Lets start at the very beginning
It’s interesting to chart the beginnings of a project that 30 years down the line is still resonating with you. During years as an undergraduate student at West Surrey College of Art and Design (the portrait above was taken during this time by one of my lecturers, the famous Polish portrait photographer Jorge Lewinski), I wrote diary entries of my thoughts on all things photographic. As these diaries predate the ones I kept during the year I lived with the farming community in Bala, north Wales, it’s perhaps a good starting point to see what my initial thoughts were in relation to the project and then to react to these today.
My first entry relating to the project was written on 10th February 1979 under a broader heading, ‘Reason for Photography’ This entry predates the beginning of the ‘Rhiwlas Project’ by 15 months but shows that I was clearly moving towards a classical approach to documentary photography.
…The next project I want to set myself is, ‘Portrait of a Locality’ I want to choose a rural situation and depict, in as few prints as I can, the way certain people revolve around each other in the locality. The photographs will have to be planned. It would, I feel, be important to watch the locality closely, without definite ideas of taking any shots at all, it would then be possible to get a feeling for the situation, to understand a bit more about how they lived and the important aspects of their life
– Feb 10th 1979
I was to photograph various subjects prior to starting the Rhiwlas project to gain the experience I felt I lacked at that time. It was important to critique my own work before embarking on such a major piece of work and my lecturers at the time were all more than willing to look at work I was carrying out along side my degree studies.
A love of photography
A couple of points here – ‘…The next project I want to set myself…’ The work I was doing towards my final year was independent of assignment work in university. I always saw course assignments as informing my own work rather than defining it. Personal projects allowed me to develop in my own way, whilst taking from the course and my lecturers elements I felt relevant to how I was seeing photography. Photography was never something to be compartmentalised into a days university work. It was something I surrounded myself with all the time. It was something I loved then and still do now.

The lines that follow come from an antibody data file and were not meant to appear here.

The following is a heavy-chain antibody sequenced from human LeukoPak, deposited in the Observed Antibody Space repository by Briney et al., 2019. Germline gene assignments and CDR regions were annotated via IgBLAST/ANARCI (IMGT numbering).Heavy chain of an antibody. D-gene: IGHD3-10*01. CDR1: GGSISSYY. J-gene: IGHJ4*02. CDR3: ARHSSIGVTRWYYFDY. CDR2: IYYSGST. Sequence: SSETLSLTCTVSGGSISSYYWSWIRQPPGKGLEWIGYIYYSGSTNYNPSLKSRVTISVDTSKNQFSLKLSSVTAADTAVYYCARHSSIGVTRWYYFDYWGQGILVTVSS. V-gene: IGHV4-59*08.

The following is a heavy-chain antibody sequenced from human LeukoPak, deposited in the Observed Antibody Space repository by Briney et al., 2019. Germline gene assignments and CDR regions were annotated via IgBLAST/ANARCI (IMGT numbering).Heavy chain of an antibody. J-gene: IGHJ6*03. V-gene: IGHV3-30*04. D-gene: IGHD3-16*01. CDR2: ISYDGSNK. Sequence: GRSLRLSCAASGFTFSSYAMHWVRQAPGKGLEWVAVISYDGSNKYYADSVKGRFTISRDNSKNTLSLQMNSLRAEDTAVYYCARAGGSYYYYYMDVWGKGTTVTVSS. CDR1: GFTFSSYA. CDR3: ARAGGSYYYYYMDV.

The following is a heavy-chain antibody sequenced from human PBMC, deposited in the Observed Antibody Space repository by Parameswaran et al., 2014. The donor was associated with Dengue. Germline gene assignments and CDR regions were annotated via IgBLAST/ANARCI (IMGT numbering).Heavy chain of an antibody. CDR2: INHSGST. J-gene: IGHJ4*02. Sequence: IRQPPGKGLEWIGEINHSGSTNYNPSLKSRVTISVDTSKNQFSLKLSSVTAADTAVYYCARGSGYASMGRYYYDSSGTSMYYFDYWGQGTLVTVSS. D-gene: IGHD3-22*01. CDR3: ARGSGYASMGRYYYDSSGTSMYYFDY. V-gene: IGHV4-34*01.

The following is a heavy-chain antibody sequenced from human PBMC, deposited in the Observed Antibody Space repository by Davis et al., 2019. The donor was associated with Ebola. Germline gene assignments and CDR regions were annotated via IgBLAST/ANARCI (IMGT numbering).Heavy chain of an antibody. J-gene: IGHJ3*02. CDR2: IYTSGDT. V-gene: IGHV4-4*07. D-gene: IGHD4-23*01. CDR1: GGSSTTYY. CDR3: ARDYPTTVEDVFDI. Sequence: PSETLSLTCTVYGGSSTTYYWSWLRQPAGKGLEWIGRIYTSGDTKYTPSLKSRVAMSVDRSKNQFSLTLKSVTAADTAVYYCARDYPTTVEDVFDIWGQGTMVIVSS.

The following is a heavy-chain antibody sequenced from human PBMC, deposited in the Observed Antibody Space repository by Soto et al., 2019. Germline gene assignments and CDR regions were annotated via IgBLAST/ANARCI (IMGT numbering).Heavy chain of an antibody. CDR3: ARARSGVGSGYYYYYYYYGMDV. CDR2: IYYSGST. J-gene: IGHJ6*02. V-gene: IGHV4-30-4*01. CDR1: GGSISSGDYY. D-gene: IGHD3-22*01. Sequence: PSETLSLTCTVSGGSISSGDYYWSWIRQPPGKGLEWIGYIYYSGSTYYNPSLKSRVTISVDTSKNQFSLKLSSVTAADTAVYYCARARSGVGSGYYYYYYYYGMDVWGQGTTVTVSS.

…to get a feeling for the situation, to understand a bit more about how they lived…
This quote firmly establishes the way I believed good documentary work should be approached and nothing has changed my thoughts in the thirty years or so that have elapsed since I wrote those words. To ‘…get a feeling…’ and to ‘…understand…’ can only be achieved by spending time with those you are photographing, to establish relationships and to ‘merge’ into the background.
The line that puzzles me is ‘The photographs will have to be planned’ What do I mean here? With the philosophy I was adopting and the photographers who I was inspired by, I can only believe I meant planned in the way you would not go into any situation without carefully thinking it through, planning it as it were. But planned here could imply a construction of the image in some way – a pre-planned shoot, where situations have been set up for the sole purpose of the photographer. This was something I never did but I did ‘plan’ certain shots.
I remember clearly staking out certain locations and observing what was occurring and where best a photograph could be made. I was certainly planning a shot, but would never construct the situation in order to gain the image. Knowing the best location to be in when the sheep were driven off the mountain was planning, asking the shepherd to drive them deliberately through a particular path that you know would create a fine image would be construction and this approach would fall out of the realm of true documentary practice for me.